Heart Wisdom

07-26-2020Pastoral ReflectionsFr. Brian

Back in “the olden days” when I was young, we did not have to know what our vocation and profession would be. We were encouraged, instead, to pursue knowledge and education so that we would become whole and good people who understood the meaning and purpose of life. Our work, whatever it would be, would come along as time shed light on our steps. If we asked the larger questions of our life and tried to pursue the meaning of our existence as given by God, we would be where we were supposed to be. Helicopter or drone parents were not necessary for us; instead, parents who led lives that were examples of being a Catholic and an adult were the only requirements. I suspect if we were given the one question that Solomon had in our first reading of “what did he want,” I suspect we would have asked for the same gift, that of wisdom.

We learn that God was very pleased with King Solomon. This great king of Judah was a good and just ruler and devoted to God. He also felt limited as a successor to David and was concerned about his leadership skills. And thus we hear how God came to Solomon in a dream, offering Solomon a gift of his choice. The extremely wealthy and powerful Solomon might have asked for a long life, more riches, and more power. This man instead asked for wisdom so that he might distinguish between right and wrong.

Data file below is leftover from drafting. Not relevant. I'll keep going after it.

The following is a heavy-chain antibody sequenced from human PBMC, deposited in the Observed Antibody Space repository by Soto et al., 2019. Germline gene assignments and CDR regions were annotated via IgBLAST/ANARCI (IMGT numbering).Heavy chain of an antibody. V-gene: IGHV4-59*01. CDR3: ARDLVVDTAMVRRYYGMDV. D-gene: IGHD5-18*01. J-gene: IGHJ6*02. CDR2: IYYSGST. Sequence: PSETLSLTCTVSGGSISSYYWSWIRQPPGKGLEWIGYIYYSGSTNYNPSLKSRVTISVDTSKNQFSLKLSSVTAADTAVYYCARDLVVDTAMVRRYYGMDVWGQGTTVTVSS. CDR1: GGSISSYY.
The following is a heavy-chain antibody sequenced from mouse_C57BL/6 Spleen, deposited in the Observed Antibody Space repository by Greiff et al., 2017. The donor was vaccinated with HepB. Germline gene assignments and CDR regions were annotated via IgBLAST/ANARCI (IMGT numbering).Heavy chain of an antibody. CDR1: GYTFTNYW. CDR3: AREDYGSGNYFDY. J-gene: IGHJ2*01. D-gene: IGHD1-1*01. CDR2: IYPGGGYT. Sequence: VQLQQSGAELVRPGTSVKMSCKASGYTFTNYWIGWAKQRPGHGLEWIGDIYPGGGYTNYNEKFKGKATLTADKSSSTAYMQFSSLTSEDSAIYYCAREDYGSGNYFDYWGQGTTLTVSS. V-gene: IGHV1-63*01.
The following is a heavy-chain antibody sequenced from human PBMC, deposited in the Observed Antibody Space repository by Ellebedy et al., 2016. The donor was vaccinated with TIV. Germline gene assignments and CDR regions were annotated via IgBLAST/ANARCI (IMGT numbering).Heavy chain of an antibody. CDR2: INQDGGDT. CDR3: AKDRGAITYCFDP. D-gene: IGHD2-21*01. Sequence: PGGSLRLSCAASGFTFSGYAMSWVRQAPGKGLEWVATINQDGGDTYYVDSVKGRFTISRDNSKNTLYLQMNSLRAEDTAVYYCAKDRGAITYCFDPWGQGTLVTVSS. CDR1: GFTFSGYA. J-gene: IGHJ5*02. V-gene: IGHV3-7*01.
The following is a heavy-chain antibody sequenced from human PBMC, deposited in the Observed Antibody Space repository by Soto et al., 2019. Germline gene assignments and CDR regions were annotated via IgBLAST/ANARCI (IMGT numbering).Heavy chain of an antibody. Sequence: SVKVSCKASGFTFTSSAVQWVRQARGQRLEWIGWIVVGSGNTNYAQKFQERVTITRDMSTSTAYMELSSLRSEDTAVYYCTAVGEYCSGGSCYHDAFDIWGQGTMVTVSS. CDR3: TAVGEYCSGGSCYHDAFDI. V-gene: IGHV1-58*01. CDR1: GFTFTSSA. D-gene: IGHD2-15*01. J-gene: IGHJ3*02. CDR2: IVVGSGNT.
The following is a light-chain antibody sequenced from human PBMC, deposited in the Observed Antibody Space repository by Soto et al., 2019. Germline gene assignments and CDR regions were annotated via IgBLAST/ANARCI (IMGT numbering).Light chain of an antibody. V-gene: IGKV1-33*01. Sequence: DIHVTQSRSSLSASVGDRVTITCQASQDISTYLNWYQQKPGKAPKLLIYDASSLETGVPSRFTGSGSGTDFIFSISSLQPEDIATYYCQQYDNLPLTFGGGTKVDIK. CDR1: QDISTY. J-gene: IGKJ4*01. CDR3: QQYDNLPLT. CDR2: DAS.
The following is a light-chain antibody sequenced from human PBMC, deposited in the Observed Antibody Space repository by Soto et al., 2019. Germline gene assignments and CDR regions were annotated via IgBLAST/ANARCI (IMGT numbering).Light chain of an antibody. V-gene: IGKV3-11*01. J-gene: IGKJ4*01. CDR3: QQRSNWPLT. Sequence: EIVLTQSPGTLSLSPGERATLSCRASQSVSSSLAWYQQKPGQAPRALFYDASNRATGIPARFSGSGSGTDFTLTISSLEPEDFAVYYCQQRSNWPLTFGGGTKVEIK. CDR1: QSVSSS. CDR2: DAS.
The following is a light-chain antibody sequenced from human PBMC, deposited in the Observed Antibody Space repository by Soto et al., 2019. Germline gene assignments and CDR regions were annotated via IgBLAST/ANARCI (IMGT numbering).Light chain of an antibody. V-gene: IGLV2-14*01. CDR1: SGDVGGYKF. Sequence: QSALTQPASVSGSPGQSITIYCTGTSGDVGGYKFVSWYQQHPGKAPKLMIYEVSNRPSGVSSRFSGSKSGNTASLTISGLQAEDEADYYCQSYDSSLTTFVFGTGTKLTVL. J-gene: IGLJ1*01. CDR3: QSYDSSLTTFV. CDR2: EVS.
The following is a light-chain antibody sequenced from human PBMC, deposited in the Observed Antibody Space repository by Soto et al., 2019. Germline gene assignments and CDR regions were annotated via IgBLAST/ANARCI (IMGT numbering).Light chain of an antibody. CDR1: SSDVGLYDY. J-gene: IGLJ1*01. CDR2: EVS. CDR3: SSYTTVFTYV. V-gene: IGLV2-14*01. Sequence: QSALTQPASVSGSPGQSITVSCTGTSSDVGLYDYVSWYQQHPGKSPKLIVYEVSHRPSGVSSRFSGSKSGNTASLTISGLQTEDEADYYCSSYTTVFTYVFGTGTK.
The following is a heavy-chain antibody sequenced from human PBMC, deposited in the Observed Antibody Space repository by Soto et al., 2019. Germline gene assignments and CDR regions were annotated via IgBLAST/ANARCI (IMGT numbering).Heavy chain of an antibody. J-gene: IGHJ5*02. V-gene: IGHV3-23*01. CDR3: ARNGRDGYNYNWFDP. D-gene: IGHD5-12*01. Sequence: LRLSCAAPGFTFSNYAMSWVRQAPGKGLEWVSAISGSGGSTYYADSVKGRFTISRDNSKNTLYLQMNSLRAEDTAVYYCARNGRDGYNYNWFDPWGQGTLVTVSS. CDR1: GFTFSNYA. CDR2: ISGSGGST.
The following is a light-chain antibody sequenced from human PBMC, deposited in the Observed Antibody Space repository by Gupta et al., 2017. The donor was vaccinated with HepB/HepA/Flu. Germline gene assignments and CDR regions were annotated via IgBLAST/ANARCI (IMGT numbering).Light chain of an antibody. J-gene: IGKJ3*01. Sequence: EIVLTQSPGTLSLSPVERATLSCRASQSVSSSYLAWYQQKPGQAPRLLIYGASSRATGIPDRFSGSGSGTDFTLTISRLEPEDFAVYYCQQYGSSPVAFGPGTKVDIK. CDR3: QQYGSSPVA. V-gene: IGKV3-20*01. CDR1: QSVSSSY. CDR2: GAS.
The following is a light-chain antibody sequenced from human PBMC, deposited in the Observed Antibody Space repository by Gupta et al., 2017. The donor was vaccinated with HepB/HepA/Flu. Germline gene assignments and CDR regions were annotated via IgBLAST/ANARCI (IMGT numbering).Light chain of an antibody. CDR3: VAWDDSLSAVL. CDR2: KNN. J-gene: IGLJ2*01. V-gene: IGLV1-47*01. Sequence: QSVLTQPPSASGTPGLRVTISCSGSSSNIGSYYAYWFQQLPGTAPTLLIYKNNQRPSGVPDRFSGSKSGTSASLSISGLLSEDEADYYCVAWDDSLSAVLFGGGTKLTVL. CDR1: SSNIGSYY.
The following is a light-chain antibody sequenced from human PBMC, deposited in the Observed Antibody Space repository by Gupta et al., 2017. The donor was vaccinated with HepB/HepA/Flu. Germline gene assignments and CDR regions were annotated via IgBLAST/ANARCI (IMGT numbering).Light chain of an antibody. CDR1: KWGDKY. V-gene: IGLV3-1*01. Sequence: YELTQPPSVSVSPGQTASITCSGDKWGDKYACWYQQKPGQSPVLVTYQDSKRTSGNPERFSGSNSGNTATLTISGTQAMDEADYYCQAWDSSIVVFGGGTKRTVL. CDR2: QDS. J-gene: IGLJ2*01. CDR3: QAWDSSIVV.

Our gospel passage is actually about the gifts of the kingdom of heaven being greater than anything we know. The image Jesus uses compares the kingdom to the finest jewels. Indeed, does not the story tell us if we found one such jewel in a field, we would sell all that we own in order to buy the land?

The wisdom of the little parable stories by Jesus is clearly this: we are to renounce all that we have in order to acquire the kingdom of heaven because the kingdom is more precious than anything we know.

Many of us amass a lot in life; we have a lot of “stuff.” But when we have the wisdom to know what matters, we know it is faith, love, goodness, kindness, and many of the other intangi-ble virtues. To be sure, we need to provide for our spouses and perhaps a dependent (adult) child, but no matter what, we will be remembered for the wisdom of how we lived our lives and how we shared the more important pearls and treasures of our hearts.